If the Pumas debutant in the back row can hold his own, this should be one of the best contests of the afternoon

One consistent area of strength for Argentina has been their back row this year. In Pablo Matera and Javier Ortega Desio the Pumas are rock solid and it will be interesting to see how debutant Rodrigo Bruni complements a fearsome unit. Having said that they will be up against an equally slick group in the shape of Scotland’s Hamish Watson who was outstanding last week against South Africa along with newcomer James Ritchie who the more we see the more we like. Saturday also sees the return of Josh Strauss to the starting XV back row for Scotland. One of Scotland’s most underrated players, the South African born flanker should be able to match up to the Pumas physicality with ease.

Scotland’s young bucks get a superb examination ahead of the Six Nations

Winger Blair Kinghorn and fly half Adam Hastings have but a handful of caps between them for Scotland, especially in the starting XV. However, both have the ability to impress but will need to be at their absolute best on Saturday, as they face the two players who have consistently stood out for the Pumas this November – fly half Nicolas Sanchez and winger Ramiro Moyano. Kinghorn is going to have his work cut out containing the fleet-footed Pumas speedster who is also exceptionally handy under the high ball despite his smaller frame. Meanwhile Adam Hastings will need to make sure that it is not Sanchez who is running the show on Saturday. Hastings will be ably assisted by Russell in the centre of the park, but he couldn’t ask for a better test ahead of the Six Nations as how to operate under pressure and manage a free-flowing game against one of the world’s best. The rain that was predicted for tomorrow looks to hold off till much later in the evening, so we should be in for a fast and furious match between two sides who love to run the ball.

Scotland’s Stuart Hogg may be the world’s best counter attacker but Argentina are packing a back three who can do the same in their sleep

If the end of a long hard season hasn’t depleted the Pumas’ tanks, then this could well be their last hurrah of a year that has seen some genuine success. Stuart Hogg may be the best in the world from bursting out of his own 22 and causing complete havoc, but watch the Pumas back three this season and each of them have similar abilities. Winger Bautista Delguy and fullback Emiliano Boffelli have made some extraordinary metres this year, and if they have one last big game left in them, this could well be it. We all know what Ramiro Moyano can do, and while individually none of them may be able to hold a candle to Hogg on his own, as a counterattacking unit they could well negate the presence of the Scotsman if Argentina really bring their A game.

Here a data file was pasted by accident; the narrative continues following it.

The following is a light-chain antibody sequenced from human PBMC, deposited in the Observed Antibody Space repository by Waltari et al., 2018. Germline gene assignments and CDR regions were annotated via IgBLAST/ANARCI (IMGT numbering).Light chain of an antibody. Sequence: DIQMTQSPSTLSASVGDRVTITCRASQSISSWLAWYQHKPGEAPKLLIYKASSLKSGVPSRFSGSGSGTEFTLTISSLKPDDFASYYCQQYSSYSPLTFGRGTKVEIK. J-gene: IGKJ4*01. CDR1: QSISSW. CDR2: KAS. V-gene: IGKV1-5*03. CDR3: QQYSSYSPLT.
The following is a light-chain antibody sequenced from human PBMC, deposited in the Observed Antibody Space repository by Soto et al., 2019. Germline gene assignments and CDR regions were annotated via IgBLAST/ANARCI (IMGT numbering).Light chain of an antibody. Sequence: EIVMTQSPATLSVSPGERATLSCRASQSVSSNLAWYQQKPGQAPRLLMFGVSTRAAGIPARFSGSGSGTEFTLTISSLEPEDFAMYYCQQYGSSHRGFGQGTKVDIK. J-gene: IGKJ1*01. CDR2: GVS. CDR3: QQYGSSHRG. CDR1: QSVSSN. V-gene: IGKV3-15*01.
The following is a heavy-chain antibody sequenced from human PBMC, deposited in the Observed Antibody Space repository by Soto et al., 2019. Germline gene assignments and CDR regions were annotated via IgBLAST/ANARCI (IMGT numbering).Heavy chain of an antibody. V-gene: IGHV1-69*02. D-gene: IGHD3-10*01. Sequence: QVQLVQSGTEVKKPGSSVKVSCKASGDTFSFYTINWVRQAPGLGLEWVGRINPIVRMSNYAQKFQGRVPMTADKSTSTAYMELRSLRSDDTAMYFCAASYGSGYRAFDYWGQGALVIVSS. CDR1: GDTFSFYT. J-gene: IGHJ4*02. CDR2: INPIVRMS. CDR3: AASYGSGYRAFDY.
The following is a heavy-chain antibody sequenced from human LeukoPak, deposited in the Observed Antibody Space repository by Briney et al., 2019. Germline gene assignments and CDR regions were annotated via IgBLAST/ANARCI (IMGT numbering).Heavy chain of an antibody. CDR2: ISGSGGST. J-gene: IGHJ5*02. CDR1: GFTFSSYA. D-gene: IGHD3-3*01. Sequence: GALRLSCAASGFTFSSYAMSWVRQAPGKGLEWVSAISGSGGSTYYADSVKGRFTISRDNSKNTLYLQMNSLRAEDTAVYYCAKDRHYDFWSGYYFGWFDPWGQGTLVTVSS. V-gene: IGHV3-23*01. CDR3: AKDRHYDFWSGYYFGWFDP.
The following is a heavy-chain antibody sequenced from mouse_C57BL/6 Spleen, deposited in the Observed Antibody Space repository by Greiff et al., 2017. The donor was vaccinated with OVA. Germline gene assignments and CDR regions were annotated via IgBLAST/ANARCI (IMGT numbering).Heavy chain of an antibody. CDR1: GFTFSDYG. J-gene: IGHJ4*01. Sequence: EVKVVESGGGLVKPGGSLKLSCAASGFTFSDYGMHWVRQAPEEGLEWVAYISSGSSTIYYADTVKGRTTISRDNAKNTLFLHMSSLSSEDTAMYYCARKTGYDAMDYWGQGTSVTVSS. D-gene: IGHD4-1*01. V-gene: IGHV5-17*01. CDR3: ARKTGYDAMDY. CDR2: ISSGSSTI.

Verdict

On paper these two sides look relatively evenly matched. However, Argentina’s ongoing problems at scrum time and the fact that they are starting to show signs of their traditional end of year fadeout, make it hard for us to believe that they are likely to really make a statement at Murrayfield on Saturday. Scotland on the other hand will want to finish their November campaign on a positive note. It has been a frustrating month for the Scots after losing their opener to Wales and then a disappointing loss to South Africa. The comprehensive win over Fiji showed the Scots in fine form, but this month will mean little without a least one big Southern Hemisphere scalp. Hence the form book would indicate, and we tend to agree that Scotland will take Argentina in the Pumas last major outing of a long hard season by five points!